Dates are being revised due to Covid-19
This course is for anyone with a recent or renewed interest in wild flowers, who would like to learn how to identify them correctly. By close examination and gaining an understanding of the floral structure of the major flower families that make up over three quarters of our British flora, you will gain huge strides forward in your confidence and competence as a budding field botanist. For those who begin to take more than a passing interest in our wild flowers, the seemingly infinite variety of colours and designs soon becomes an overwhelming obstacle. That original romantic attraction, for those who face the challenge, often turns into an irresistible, absorbing, life-long enthusiasm.
However, the many problems of recognising and naming plants, from the insignificant pearlworts to the flamboyant orchids, may still remain insurmountable for some time. This course is suitable for beginners; no previous knowledge will be assumed. Visits to local nature reserves and other flower-rich sites each day will be complemented by identification sessions in the evenings.
This will be a practical course with ample opportunity to study and identify plants in the field, based first on their family characteristics. The countryside around Flatford harbours a rich selection of habitats and, as a consequence, a wealth of plants. Wet weather will not stop play though we may spend more time working inside. Plenty of guidance will be available where required in analysing floral structure. Participants will be encouraged to make use of the low power microscope, not just as an aid to identification but in order to wonder and enquire at the intricacy of floral design.
Some learning objectives for this course include:
1. List the different divisions within the plant kingdom and differentiate flowering plants from all others.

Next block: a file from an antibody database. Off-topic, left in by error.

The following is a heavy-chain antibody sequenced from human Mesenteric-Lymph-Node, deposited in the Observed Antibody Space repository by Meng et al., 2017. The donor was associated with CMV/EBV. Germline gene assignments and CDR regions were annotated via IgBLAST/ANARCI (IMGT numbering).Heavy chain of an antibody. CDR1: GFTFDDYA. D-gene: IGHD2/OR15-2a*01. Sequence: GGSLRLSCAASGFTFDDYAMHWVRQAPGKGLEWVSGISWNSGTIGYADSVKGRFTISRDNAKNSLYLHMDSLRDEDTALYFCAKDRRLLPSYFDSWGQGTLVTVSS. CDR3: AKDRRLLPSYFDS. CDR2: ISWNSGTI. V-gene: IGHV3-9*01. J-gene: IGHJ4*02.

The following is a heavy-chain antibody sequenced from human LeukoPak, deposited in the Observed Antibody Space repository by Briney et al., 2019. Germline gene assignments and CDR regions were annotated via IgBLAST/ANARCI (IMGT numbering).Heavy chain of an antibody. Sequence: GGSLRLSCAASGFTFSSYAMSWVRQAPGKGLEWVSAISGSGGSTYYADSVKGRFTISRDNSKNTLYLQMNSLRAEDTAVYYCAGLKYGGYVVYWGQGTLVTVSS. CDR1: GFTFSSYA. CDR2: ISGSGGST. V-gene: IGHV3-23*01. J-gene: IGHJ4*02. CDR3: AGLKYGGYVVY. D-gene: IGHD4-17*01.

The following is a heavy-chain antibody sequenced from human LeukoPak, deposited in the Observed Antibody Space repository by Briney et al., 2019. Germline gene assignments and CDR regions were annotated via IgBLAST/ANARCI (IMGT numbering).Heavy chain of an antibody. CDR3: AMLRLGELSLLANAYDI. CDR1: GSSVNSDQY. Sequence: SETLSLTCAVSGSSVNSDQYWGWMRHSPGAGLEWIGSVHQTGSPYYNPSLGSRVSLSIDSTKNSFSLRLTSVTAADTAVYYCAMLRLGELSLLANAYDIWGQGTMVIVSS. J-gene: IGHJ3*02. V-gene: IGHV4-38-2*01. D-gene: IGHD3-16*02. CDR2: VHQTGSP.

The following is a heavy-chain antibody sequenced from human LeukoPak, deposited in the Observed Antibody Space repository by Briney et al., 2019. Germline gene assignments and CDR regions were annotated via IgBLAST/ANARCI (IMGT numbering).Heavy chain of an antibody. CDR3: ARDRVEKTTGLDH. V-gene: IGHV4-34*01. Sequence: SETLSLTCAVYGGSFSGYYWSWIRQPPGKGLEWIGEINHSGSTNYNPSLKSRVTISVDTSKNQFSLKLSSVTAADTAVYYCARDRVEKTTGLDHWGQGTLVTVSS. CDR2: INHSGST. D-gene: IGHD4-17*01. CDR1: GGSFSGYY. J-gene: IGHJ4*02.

2. Describe plant anatomy with botanical terms by using a specimen to examine key features of a flower and vegetative parts of a plant.
3. Explain the difference between monocots and dicots.
4. Identify different types of ovary by looking at them in more detail and describing them: inferior (epigynous) and superior (hypogynous and perigynous).
5. List the top 20 families of flowering plants in Britain through group discussion, and differentiate them from each other by distinguishing between key features.
6. Apply skills learned by looking closely at plant features in the field and in the classroom to distinguish important features for the top 20 families.
7. Increase confidence in using botanical keys (which refer to anatomical features covered in the classroom sessions of this course) by practicing species identification in the field using ‘The Wild Flower Key (revised edition)’ by Francis Rose revised and updated by Clare O’Reilly.
This course contributes to Continuing Professional Development (CPD) requirements and a Certificate of Attendance can be provided on request.
Tutor: Alanna CooperAlanna Cooper is a botanist and is principal ecologist at a local environmental and engineering consultancy. She has experience of botanical survey work and habitat management in both Canada and the UK for a diverse variety of habitats. She is actively involved in the Wildflower Society and BSBI and is convenor for the CIEEM East of England committee.
With the generous support of the Suffolk Biodiversity and Information Service, along with the Suffolk Naturalists Society, we are able to provide bursary funding for this course for those students who meet the criteria. For more information please go to Bursaries for Natural History Courses.
Bring a friend!
If you are attending a course at Flatford Mill at the sole occupancy price, we are offering a special rate for a friend or partner not enrolled on the course to also stay at £50 per night for dinner, bed and breakfast.
Please contact FSC Flatford Mill on 01206 297110 or [email protected] to book this offer
Before You Attend
What to Bring
- Hand lens (minimum x10 magnification), can also be purchased from the tutor at cost.
- Outdoor gear for the field visits, including stout shoes or boots, waterproofs and wellies (just in case, but these may be hired from the centre), a small rucksack or bag, insect repellent, a lunchbox, flask.
- There will be a lot of standing around outside keying out specimens. If you have a portable fold out chair/garden kneeling mat you would like to use (you will have to carry it yourself) please bring it along; fold out chairs can also be hired at the centre.
- Less essential but handy: a dissection kit with good fine-nosed tweezers.
We will be using ‘The Wild Flower Key (revised edition)’ by Francis Rose revised and updated by Clare O’Reilly, so please bring your copy if you own one. There will be copies available to borrow during the course.